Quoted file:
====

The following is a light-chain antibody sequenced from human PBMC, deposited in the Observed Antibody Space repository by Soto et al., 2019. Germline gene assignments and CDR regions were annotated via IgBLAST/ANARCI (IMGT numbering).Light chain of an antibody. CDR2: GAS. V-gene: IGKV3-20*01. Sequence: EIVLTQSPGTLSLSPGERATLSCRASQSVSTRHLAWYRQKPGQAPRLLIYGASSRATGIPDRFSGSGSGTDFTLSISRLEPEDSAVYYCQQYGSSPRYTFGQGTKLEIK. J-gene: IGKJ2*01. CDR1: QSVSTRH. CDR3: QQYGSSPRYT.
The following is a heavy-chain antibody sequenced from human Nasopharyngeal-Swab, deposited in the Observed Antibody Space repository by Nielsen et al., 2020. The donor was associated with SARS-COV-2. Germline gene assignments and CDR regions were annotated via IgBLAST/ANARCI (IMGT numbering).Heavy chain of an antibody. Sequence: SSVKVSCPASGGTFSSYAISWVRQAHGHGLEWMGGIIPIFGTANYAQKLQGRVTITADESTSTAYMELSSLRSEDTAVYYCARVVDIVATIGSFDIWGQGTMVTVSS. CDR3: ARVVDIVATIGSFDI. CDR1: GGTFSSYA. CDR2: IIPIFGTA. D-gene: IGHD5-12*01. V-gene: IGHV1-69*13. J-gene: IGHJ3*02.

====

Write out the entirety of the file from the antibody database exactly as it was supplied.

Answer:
The following is a light-chain antibody sequenced from human PBMC, deposited in the Observed Antibody Space repository by Soto et al., 2019. Germline gene assignments and CDR regions were annotated via IgBLAST/ANARCI (IMGT numbering).Light chain of an antibody. CDR2: GAS. V-gene: IGKV3-20*01. Sequence: EIVLTQSPGTLSLSPGERATLSCRASQSVSTRHLAWYRQKPGQAPRLLIYGASSRATGIPDRFSGSGSGTDFTLSISRLEPEDSAVYYCQQYGSSPRYTFGQGTKLEIK. J-gene: IGKJ2*01. CDR1: QSVSTRH. CDR3: QQYGSSPRYT.
The following is a heavy-chain antibody sequenced from human Nasopharyngeal-Swab, deposited in the Observed Antibody Space repository by Nielsen et al., 2020. The donor was associated with SARS-COV-2. Germline gene assignments and CDR regions were annotated via IgBLAST/ANARCI (IMGT numbering).Heavy chain of an antibody. Sequence: SSVKVSCPASGGTFSSYAISWVRQAHGHGLEWMGGIIPIFGTANYAQKLQGRVTITADESTSTAYMELSSLRSEDTAVYYCARVVDIVATIGSFDIWGQGTMVTVSS. CDR3: ARVVDIVATIGSFDI. CDR1: GGTFSSYA. CDR2: IIPIFGTA. D-gene: IGHD5-12*01. V-gene: IGHV1-69*13. J-gene: IGHJ3*02.